Quotes from the Tsukurukai text

A quick look at my last posts made me realize I forgot why I was posting: to show excerpts from the new textbooks!

It’s important to remember that the vast majority of the protesters in China and Korea have not read them for themselves. The Tsukurukai realizes this and plans to post free Chinese and Korean translations online in the near future.

Recent arguments I’ve seen characterize these textbooks as “not glorifying war but merely deviating from leftist doctrine that Japan invaded other nations just for the sake of invading.” However, these aren’t scholarly texts, they’re meant to be read by 14-year-olds who have to be told what to think. The fact that Tsukurukai has made texts for such an impressionable audience guarantees controversy and makes it difficult to deny that they are tools of persuasion. And picking battles such as the Nanjing massacre, comfort women, et cetera is like kicking someone when they’re down and belies the more extremist beliefs of the authors.

Anyway, trying to analyze all this is making my head spin. Let’s take a look at some excerpts. I got these from the online newsletter of The Marxist Faction of the Revolutionary Communist Union of Japan (so take it with a grain of salt!):

These “history” textbooks erase both the comfort women and the forced march of Koreans from history, and treats the Nanjing Massacre, the gravest sin of the “imperial army”, as if it substantively didn’t happen with such lines as “There were several killed and wounded among the Chinese army and civilians,” “There is disagreement on the actual number killed” et cetera. Throughout it regards The Japanese Empire’s invasion of Asia as the “Emancipation of Asia”, and makes claims that “Japan’s actions bolstered the people’s of Asia” to “quicken the pace of independence movements” in Asian countries. This text seems to know no bounds for scandal. What’s more, in the “Civics” textbook, the “Constitutional Reform” section romanticizes the Constitution of the Japanese Empire (the Meiji Constitution), comparing it favorably to the “imposition of the GHQ” as our current constitution is characterized. It goes on to rationalize worsening the constitution, emphasizing the rationalization of “the right to self defense” and “the duty of national security”.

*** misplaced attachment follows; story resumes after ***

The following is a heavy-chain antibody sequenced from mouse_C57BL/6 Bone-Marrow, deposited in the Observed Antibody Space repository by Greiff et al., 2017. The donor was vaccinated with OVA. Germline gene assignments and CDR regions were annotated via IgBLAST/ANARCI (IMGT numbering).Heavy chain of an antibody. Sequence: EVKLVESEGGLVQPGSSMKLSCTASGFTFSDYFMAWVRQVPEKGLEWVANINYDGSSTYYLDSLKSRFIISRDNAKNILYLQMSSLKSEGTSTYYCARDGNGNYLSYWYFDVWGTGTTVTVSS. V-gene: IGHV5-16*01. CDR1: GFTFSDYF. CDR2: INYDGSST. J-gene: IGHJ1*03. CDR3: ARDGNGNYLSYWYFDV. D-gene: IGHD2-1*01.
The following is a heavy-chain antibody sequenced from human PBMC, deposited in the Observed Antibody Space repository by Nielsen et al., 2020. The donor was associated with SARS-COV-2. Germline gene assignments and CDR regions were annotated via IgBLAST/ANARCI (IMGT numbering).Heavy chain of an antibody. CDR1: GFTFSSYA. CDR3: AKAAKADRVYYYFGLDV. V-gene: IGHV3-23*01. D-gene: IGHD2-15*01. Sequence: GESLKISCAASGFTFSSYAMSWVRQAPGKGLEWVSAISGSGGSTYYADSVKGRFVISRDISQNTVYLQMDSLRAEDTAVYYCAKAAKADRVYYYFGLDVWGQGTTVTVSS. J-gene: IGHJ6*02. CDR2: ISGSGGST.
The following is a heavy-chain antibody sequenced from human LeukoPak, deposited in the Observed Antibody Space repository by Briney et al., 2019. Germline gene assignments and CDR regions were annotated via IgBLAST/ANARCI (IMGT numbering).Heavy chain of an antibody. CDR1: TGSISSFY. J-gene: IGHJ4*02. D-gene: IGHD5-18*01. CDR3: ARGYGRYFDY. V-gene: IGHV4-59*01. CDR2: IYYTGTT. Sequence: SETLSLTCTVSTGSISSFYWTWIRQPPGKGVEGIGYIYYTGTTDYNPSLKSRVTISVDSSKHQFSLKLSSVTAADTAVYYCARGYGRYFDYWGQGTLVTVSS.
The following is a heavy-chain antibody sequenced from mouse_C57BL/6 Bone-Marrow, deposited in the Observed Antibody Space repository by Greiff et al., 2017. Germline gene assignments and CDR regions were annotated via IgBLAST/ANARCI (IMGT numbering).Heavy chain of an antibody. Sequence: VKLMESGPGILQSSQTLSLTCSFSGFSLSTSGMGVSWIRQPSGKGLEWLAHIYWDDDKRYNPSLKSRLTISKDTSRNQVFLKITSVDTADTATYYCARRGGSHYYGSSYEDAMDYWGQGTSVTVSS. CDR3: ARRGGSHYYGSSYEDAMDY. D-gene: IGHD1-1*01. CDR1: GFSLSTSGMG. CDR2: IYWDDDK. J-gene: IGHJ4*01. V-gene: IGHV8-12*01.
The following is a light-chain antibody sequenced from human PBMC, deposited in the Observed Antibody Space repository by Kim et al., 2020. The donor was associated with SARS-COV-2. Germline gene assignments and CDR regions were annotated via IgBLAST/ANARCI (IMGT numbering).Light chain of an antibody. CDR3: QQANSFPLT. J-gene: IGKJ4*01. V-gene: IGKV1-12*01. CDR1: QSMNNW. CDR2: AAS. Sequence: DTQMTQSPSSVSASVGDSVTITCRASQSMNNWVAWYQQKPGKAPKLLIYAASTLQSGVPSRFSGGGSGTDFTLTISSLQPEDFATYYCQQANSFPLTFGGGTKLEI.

↑Seems to repeat the same problems from 2001.

Ministry of Education Instructs revision to say “Takeshima (Dokdo) is illegally occupied by Korea”

They didn’t stop there. The Ministry of Education instructed the textbook publishers to revise the caption “Takeshima, the island over which We are in territorial confrontation with South Korea” under a picture of Takeshima/Dokdo, explaining that “there is a fear that there would be misunderstanding over territorial rights”. As a result, the publishers revised it to say, “This is Japan’s exclusive territory, but South Korea is illegally occupying it.”

That’s all for now. Coming up: choice quotes from Japanese editorials on the subject and the right wing’s reaction. Also I might take a look at Wiki Japan, not sure. Stay tuned!

2 thoughts on “Quotes from the Tsukurukai text”

  1. “Japan’s actions bolstered the people’s of Asia” to “quicken the pace of independence movements” in Asian countries.

    Heh. Well, one can make a reasonable argument that, yes, World War II and Japan’s invasions did certainly hasten the end of the European empires in Asia. (As did some various US actions at the end of the war, and of course perhaps most importantly the fact that the European front drained the strength of the colonizing powers.) That hardly means that the Japanese intentions were pure, of course, so one can’t really agree with the textbook authors either. Merely because A contributed to B does not mean that the person who did A intended for B to happen.

  2. And, of course, as you said, this is intended for 14 year olds, and the carefully nuanced argument may not be appropriate at all.

Comments are closed.